INA crossed through the words "cooperate and," signed the letter, and returned it to American Eastern (1985 Letter Agreement). Thus, although it consistently maintained that it had no duty to reimburse INA for the CSC fees, American Eastern nevertheless agreed to pay the fees in exchange for INA's assistance with the Langley contracts, provided that one of two conditions occurred: (1) American Eastern was permitted to proceed with construction under both Langley contracts or (2) Vepco approved and paid the CSC fees.


Neither of these conditions was met: American Eastern was allowed to continue with only one Langley contract and Vepco never paid the CSC fees. With respect to the second condition, American Eastern filed suit against Vepco for the CSC fees and other costs American Eastern believed it was owed under the Vepco contracts after negotiations between them failed. American Eastern informed INA of the lawsuit in March 1987. When INA inquired about the status of the lawsuit after several months had passed, American Eastern replied that it was preoccupied with other affairs and would concentrate on the matter later. INA again sought information concerning the status of the lawsuit against Vepco in three letters to American Eastern dated between November 1988 and February 1989, but American Eastern failed to respond. Thereafter, INA wrote to American Eastern on June 22, 1989, stating that "[i]t is now time to make some arrangement to reimburse [INA]."2 After repeated attempts to obtain payment, INA brought this action on October 7, 1993.

view counter

The district court granted summary judgment for American Eastern, Ashe, and Siglinger, holding that the action was barred by the statute of limitations. The court first concluded that the applicable statute of limitations for written contracts under Virginia law is five years, see Va.Code Ann. Sec. 8.01-246(2) (Michie 1992), and that the limitations period began to run from the date of the breach of the contract, see Va.Code Ann. Sec. 8.01-230 (Michie 1992). Because American Eastern had previously expressed its intention not to reimburse INA for the CSC fees, the statute of limitations began to run at least by the date INA made final payment of the CSC fees, November 27, 1984. Further, the court ruled that the statute was not tolled by the 1985 Letter Agreement or by equitable estoppel. Thus, the district court held that the limitations period for an action on the 1980 Agreement expired on November 27, 1989, approximately four years before this suit was filed.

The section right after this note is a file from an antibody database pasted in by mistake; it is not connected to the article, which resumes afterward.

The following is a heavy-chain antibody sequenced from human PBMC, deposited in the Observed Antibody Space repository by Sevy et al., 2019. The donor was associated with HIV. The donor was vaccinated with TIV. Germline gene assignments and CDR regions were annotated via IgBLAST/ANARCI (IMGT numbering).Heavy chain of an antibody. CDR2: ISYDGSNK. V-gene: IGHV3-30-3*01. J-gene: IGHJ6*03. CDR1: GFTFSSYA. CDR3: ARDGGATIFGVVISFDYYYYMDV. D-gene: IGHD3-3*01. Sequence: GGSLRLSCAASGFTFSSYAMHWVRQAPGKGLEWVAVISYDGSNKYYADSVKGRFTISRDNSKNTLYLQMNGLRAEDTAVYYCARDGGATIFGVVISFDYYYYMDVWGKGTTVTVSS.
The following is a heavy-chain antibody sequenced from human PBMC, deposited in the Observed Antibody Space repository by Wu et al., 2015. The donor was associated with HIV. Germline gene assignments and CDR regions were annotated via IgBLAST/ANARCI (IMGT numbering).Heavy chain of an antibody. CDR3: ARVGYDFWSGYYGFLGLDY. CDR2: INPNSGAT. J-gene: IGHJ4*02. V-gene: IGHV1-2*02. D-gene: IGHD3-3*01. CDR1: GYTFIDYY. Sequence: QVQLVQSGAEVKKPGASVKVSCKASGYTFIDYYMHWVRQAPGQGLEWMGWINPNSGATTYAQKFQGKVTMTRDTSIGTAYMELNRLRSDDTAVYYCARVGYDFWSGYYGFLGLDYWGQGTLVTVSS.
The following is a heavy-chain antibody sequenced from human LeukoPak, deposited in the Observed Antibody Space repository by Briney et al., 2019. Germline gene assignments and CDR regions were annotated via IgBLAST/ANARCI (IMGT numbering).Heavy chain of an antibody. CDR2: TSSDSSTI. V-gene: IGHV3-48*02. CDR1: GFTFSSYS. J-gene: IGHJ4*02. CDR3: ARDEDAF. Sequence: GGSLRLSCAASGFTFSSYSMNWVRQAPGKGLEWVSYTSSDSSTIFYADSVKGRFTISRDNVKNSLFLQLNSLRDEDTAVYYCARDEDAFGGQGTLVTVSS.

INA principally argues on appeal that the 1985 Letter Agreement modified the 1980 Agreement by deferring American Eastern's duty to reimburse INA under the 1980 Agreement until one of the two specified conditions was satisfied or both failed. INA maintains that the statute of limitations did not begin to run until at least June 22, 1989, the date of INA's letter to American Eastern demanding reimbursement. Thus, INA contends, its action filed on October 7, 1993 is timely.